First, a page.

Sometime in the next week or two, I’ll clean up my study. I’ll take down the pictures of the actors that represent my characters at the stage of life they were at in Reckoning, and the pictures of northern Scotland and Vindolanda and Hadrian’s Wall and the Caledonian Forest that have kept me in the landscape of my book. The mindmaps and charts and even the song lyrics that line my study wall will go in a banker’s box and be relegated to the basement. I’ll back up all the files.

And then, in a few weeks, I’ll start replacing them: I’ll find pictures of my new protagonist as a young woman, not the girl she is in Reckoning. I’ll find the pictures of Rome that will inform the streets of Casil, its analogue city in my series and where most of the story of Empire’s Heir will take place. Empire’s Reckoning will be out in the world, for better or worse, and it will really be time to move on. Knowing that, following one more of Neil Gaiman’s rules, I’ve written my story as it needed to be written, honestly, and as best I can.

Empire’s Reckoning releases May 30.

Witch (Freya Snow Book 5) by L.C. Mawson: A Review

Witch is the fifth book in the Freya Snow series, following the experiences of autistic, bi-witchsexual, non-human Freya as she learns to navigate both the human world and the world of magic, discovering the complexities of both.

In the human world, Freya has a job as a barista; in the non-human world, she is mostly concerned with finding a way to lift a curse that has placed a friend into a coma-like state. As she solves this problem – with noticeably more skill in negotiation and communication than in earlier books – she also learns more about herself, her non-human family and her place in the hierarchy of magic. Freya’s friends play a larger part in this book; her human family is barely seen, and this is appropriate given Freya is older and more independent.

Freya’s developing maturity is paralleled by author L.C. Mawson’s development as a writer. Witch is perhaps a more thoughtful book than earlier installments, with less physical action and more development of, and insight into, Freya’s character and personality. The ending of Witch is indicative of Freya’s ability to accept responsibility, moving her from adolescent to adult.

Four stars to a pivotal installment in the series. For an overview of all the Freya Snow books, I suggest the author’s site here.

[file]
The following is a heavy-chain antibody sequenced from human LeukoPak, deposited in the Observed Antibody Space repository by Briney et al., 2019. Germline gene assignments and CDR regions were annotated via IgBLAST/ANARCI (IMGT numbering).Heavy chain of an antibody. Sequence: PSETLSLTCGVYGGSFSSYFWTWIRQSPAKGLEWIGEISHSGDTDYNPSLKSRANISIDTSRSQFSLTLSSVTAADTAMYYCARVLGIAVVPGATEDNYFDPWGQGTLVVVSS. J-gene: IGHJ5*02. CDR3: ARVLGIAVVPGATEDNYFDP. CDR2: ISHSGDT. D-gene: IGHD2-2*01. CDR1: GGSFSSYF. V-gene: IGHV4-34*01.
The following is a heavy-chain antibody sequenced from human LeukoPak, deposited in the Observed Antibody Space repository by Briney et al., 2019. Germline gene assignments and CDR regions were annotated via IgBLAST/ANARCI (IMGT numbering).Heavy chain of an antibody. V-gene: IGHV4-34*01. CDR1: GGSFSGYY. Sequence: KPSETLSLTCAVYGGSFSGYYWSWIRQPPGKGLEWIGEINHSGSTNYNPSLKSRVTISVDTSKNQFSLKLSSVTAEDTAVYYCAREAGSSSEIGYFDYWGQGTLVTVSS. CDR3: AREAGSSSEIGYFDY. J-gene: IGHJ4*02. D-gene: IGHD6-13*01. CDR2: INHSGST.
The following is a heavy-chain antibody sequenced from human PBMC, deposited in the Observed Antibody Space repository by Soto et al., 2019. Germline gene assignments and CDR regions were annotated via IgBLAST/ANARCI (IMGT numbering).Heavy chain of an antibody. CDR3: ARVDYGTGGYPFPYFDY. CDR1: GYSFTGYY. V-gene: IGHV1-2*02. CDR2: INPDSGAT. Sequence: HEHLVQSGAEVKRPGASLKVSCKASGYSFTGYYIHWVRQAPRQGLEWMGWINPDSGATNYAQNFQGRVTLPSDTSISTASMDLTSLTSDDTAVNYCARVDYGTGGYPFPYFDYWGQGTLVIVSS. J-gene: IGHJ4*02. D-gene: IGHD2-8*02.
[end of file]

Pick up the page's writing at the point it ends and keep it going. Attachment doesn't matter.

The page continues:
Xan and Ink, by Zak Zyz: A Review

Many fantasy books start out well but lose their way somewhere in the middle. Xan and Ink does the opposite: I found the first third of thxanandinkcovere book fairly rocky going, but once the author had his characters where he wanted them – trying to stay alive in the insect jungle of Kalparcimex, caught up in the feud between the Ranger Xan and the sorceress Ink – the story found its feet.

Banished brothers Sandros and Gregary, and their companions Brakkar and Osolin, are on a quest, to find a way to rid Joymont of the insectine creatures that are destroying it. Chance takes them in search of the legendary Xan, scholar and ranger of the Kalparcimex, to ask for his help. Both the world and the characters the author has created are complex and multi-layered, and we are given only glimpses of the back-story and motivations of the four sworn to find help for Joymont. We learn the most about Osolin, the escaped, condemned slave. Nor do we learn much more about Xan or Ink, except hints and little tastes of what made them who they are, and the past history between them. I found this intriguing; others may find it disappointing. We are only beginning to understand the complexity of the characters when the book ends, but as the ending demands a sequel, more may be revealed if that sequel is forthcoming.

The insect jungle, the Kalpa, is one of the most unusual and creative ways to pit the environment against the protagonists that I’ve come across. The insects – ranging from annoying to fatal, from mindless to sentient – are antagonists that most of us can easily imagine – anyone who’s hiked in a mosquito-laden wetland, or fought off blackflies or sand-fleas or leeches (or the black wasp of Uganda that stings just for the love of it) – can extend that experience to the horror of the Kalpa. It had me shuddering more than once.

Sexually explicit, this is a book for adults, not younger readers. Xan and Ink was far from the usual fantasy that crosses my desk, and I appreciated it more for that. Four stars.

I received a copy of this book in exchange for an honest review.

A Star-Reckoner’s Lot, by Darrell Drake: A Release-Day Review

We are used to fantasies that involve either the magical, fey beings of Northern Europe, or star-reckonerthose of Victorian horror novels. Darrell Drake’s historical fantasy A Star-Reckoner’s Lot introduces us to the mythology of Sassanian Iran, its beings of good and evil, and the complex idea of star-reckoning, a type of sorcery that channels the warring powers of the heavens to the benefit – or detriment – of humankind.